Blog right triangle New Talent Pipelines for a New Economy | Tolmar, Inc.
Employers | Future of Work | Workforce Development |

New Talent Pipelines for a New Economy | Tolmar, Inc.

By Mary Knight | Communications Specialist, CareerWise USA

As many business leaders know, hiring quality and diverse talent can be costly and time-consuming, especially in a recovering economy. Finding a more sustainable way to recruit employees is key to continuing to succeed.

Sylvia Robinson knows this well. 

As the communication and HR manager at Tolmar, Sylvia Robinson is responsible for developing the company’s talent pipeline and elevating its overall employer brand. When she was brought on four years ago, Robinson began researching what was happening across the state and in northern Colorado in terms of workforce development and labor trends—and what best practices she could implement to help Tolmar improve its talent recruitment strategies. 

Through her research, Robinson was connected with CareerWise Colorado and introduced to youth apprenticeship as a way to develop Tolmar’s talent pipeline. After deciding an apprenticeship program would be a good fit for the company, Robinson hired two manufacturing technician youth apprentices in 2019.

Fast forward to 2021; Tolmar has 16 apprentices and now offers two additional occupations prospective apprentices can apply for— quality assurance technician and maintenance technician.

“We’re excited to expand our program based on the success we’ve had with our initial apprentices,” said Robinson.

Based out of Windsor, Colo., Tolmar, Inc. is a pharmaceutical manufacturing company focused on the development, approval and commercialization of specialty pharmaceutical products for patients. As a vital business during the COVID-19 pandemic, it was crucial it continued production as its patient products remained in high-demand. Having additional team members through the CareerWise youth apprenticeship program enabled Tolmar to keep its production timelines consistent and dependable. As essential workers, the youth apprentices became key members of the team and remain so as the company continues to navigate the pandemic and a recovery economy. 

Because their skill sets and technical proficiencies grew so quickly, two of the company’s youth apprentices were hired on as full-time employees after only 18 months in their roles. And these former apprentices weren’t hired into just entry-level positions, they were hired into higher-level positions within the company because their skillset had grown exponentially during their time as apprentices.

“These youth apprentices are exemplary. They’re just getting started, but they are ready to contribute and that makes them a great addition,” said Robinson.


Production technician apprentice Marcus Burris works in the Tolmar manufacturing facility.
Production technician apprentice Marcus Burris works in the Tolmar manufacturing facility.


Robinson isn’t the only one who’s impressed by how quickly the younger employees learn and master their job duties. The full-time managers who supervise the high school apprentices are excited by the pace these students learn on the job. When apprenticeship openings are posted each hiring cycle, Robinson always receives more applicants than there are positions available, and the managers always ask her, “Can we just hire them all?”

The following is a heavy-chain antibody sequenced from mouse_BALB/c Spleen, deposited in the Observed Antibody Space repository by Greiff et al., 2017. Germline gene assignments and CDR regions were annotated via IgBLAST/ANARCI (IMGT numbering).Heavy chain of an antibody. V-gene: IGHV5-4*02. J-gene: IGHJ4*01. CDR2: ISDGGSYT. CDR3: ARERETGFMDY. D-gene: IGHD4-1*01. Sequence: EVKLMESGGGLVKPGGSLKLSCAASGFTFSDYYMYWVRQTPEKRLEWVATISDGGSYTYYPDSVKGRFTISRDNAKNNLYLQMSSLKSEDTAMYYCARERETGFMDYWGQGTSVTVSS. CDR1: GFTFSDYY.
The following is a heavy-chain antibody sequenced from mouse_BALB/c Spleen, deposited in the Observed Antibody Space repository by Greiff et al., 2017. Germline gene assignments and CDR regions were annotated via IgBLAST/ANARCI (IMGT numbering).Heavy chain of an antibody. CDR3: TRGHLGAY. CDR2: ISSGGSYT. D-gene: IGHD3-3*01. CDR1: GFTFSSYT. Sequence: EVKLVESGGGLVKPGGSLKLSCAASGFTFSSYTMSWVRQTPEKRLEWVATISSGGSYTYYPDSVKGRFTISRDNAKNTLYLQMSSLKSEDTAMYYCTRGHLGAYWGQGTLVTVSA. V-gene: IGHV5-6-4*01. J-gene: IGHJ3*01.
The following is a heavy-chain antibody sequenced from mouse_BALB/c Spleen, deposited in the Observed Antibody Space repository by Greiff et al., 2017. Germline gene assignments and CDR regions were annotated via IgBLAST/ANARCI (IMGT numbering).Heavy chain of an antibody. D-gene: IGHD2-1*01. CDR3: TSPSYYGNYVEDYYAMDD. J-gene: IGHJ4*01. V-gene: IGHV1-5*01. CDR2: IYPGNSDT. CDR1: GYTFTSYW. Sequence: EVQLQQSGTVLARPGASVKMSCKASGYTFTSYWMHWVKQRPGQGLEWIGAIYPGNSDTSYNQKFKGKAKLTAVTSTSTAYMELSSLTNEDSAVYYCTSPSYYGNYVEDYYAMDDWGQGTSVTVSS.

Hiring youth apprentices not only helps young people gain on-the-job experience, but it also encourages better, more engaged performance from current employees. At Tolmar, it has been noticed by many full-time employees that adding young talent to the team brings overall performance up for both the students and the seasoned professionals in the organization.

“It brings a different dynamic that is positive for the whole team,” said Robinson.

As board chair of the NoCo Manufacturing Partnership, Robinson shares Tolmar’s youth apprenticeship program successes with leaders in the manufacturing industry regularly. 

One of the things she often hears from manufacturing companies who have not yet taken the leap to explore youth apprenticeship is that they are unsure of where to start. They don’t think they have the right personnel structure or support system in place to implement an apprenticeship program. She encourages companies to take the first step with CareerWise—an intermediary that is well equipped to help and provide support where needed.

“CareerWise brings all the structure and provides that scaffolding to help set the program up,” said Robinson.

The training CareerWise provides for supervisors and its administrative support to help launch and grow apprenticeship programs are what Robninson believes has made for a successful partnership for Tolmar.

“I think there’s a lot of promise in our future generation. And what’s exciting is we don’t have to wait; we don’t have to wait for them to graduate from high school or graduate from college,” said Robinson. “We can help them start their career now and that contributes to our business and to their career pathway.”

The need for improved and expanded talent recruitment, development and retention is something all businesses know is important. Youth apprenticeship is a tangible strategy to address workforce challenges. Unlike internship, youth apprenticeship is job training—designed to train an apprentice to be job-ready by its completion. 

“These students are full members of our team, making meaningful contributions to our business every day. We are literally hiring them into regular, full-time positions. It is a real talent pipeline,” said Robinson.